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An Oral History of the 1991 Stanley Cup Title (Part 4)

by Sam Kasan @PensInsideScoop / Penguins

The following is an oral history of the Penguins' 1990-91 championship season as told through the views of forwards Bob Errey and Phil Bourque. This is part four of a four-part series that will focus primarily on the 1991 Stanley Cup Final against the Minnesota North Stars, which will be re-airing the next two weeks on AT&T SportsNet.


The Penguins opened Game 5 much like they did Game 4, by taking a huge lead. Pittsburgh had a 4-0 advantage before the game was even 14 minutes old. And just like Game 3, the North Stars clawed back to pull within one goal, 5-4. But Pittsburgh finished the job for a 6-4 win and 3-2 series lead.

Bourque: We played a lot of firewagon wide-open hockey. We always felt we could score goals. If we go up by three or four goals and a team comes back, we would just step on the gas pedal again. That's Penguins hockey back then. There was no panic. There was extreme confidence that we would just get the next one. We never flinched just because a team was able to come back and get a couple goals.

Errey: We felt pretty good on home ice. It didn't feel anything like Game 4. I knew we were going to be taking it back with a chance to win in Minnesota. We all felt that way. We were finding our confidence at that point. We were finally breaking them down. We were finally able to instill some fear in them. Because they were rolling at home. They had a lot of things going. They were the underdog all the way along. I just think we finally put some doubt into their minds, which is the key.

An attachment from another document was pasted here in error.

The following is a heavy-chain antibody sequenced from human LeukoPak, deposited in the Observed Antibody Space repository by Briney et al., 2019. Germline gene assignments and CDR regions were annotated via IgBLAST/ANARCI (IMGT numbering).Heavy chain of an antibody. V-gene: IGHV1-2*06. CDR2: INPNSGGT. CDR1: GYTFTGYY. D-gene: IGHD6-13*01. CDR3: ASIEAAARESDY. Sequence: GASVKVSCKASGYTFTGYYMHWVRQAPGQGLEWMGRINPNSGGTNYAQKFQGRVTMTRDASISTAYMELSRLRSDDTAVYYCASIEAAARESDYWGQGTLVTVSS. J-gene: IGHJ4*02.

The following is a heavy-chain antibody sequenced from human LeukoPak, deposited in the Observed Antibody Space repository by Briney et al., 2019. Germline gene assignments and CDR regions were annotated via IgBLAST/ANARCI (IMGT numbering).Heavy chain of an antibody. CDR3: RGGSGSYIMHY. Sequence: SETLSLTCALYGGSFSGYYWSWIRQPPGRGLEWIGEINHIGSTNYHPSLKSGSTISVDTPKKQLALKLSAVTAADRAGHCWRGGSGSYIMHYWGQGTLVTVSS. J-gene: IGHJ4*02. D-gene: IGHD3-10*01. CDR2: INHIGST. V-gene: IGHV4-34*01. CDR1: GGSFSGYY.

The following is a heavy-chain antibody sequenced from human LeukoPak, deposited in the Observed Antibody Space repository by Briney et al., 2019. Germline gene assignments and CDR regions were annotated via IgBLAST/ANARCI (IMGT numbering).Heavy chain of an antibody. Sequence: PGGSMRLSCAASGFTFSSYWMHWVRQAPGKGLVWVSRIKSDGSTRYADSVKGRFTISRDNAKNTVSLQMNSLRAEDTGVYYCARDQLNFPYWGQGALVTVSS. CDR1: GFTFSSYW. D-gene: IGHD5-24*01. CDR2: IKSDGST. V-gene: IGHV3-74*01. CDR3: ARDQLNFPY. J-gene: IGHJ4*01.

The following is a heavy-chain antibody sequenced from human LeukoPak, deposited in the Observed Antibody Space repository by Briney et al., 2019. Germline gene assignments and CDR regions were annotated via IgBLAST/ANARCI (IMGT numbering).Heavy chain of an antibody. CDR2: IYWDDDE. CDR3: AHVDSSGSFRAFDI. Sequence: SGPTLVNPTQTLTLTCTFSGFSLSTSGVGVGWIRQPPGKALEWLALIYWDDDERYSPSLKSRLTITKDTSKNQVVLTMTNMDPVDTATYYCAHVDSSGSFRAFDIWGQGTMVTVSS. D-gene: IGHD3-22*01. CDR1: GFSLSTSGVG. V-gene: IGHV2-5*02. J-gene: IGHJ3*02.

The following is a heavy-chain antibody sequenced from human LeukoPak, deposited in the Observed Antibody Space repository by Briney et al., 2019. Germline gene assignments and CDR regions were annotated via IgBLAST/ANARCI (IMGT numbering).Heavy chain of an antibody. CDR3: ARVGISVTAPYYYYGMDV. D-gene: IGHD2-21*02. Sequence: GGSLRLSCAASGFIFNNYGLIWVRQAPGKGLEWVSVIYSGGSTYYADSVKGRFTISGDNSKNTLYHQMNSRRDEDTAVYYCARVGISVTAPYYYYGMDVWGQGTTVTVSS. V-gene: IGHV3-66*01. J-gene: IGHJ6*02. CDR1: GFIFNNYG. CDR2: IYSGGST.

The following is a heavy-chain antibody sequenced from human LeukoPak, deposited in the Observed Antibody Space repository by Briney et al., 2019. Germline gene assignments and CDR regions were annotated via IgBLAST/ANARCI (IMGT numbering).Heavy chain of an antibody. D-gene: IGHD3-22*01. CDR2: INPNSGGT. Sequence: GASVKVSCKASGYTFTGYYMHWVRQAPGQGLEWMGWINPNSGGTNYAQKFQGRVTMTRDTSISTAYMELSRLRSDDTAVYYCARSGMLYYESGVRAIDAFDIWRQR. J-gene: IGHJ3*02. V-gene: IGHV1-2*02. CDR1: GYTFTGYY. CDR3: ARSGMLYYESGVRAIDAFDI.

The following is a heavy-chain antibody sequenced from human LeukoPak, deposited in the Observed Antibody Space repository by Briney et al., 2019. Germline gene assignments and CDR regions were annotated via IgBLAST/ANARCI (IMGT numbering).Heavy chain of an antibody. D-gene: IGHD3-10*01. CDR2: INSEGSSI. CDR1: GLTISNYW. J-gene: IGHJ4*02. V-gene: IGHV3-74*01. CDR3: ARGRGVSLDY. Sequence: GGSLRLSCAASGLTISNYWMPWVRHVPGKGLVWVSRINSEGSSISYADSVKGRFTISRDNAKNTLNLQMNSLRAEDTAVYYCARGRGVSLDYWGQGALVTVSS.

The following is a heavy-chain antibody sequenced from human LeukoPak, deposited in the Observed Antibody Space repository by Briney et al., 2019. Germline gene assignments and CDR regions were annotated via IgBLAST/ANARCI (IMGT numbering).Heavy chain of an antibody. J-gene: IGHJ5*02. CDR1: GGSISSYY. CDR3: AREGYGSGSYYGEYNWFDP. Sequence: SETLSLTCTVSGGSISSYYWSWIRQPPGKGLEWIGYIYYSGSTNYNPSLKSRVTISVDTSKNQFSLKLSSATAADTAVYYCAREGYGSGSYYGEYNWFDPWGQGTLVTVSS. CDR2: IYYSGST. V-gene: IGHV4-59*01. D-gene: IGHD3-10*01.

The Penguins would return to Minnesota for Game 6 and a chance to win the Stanley Cup. But before the team left, Bourque began something that would become a personal tradition.

Bourque: Before we went to Minnesota for Game 6, I went to a church down the street from my house in Upper St. Clair. I went in, lit a candle and dropped to my knees, prayed for a good 20 minutes of what I was hoping would happen. I'm religious, but I'm not a disciplined religious person. That became a tradition for me after that. Every time we've won a Stanley Cup, those five times, I had gone to a church before that and did this exact same thing.

[Went to that church in Pittsburgh for '91 and '92. In Detroit I went to a church near the team hotel. In San Jose was a church that was closed. A woman that worked in the church was just about to go home. She unlocked the door and let me in after I explained to her what I needed to do. For Nashville I went back to the same church in Upper St. Clair. Even though I live out by the airport I drove all the way to go back to that church in Upper St. Clair.]

As the puck dropped for Game 6, the Penguins were as focused as ever on finishing the job.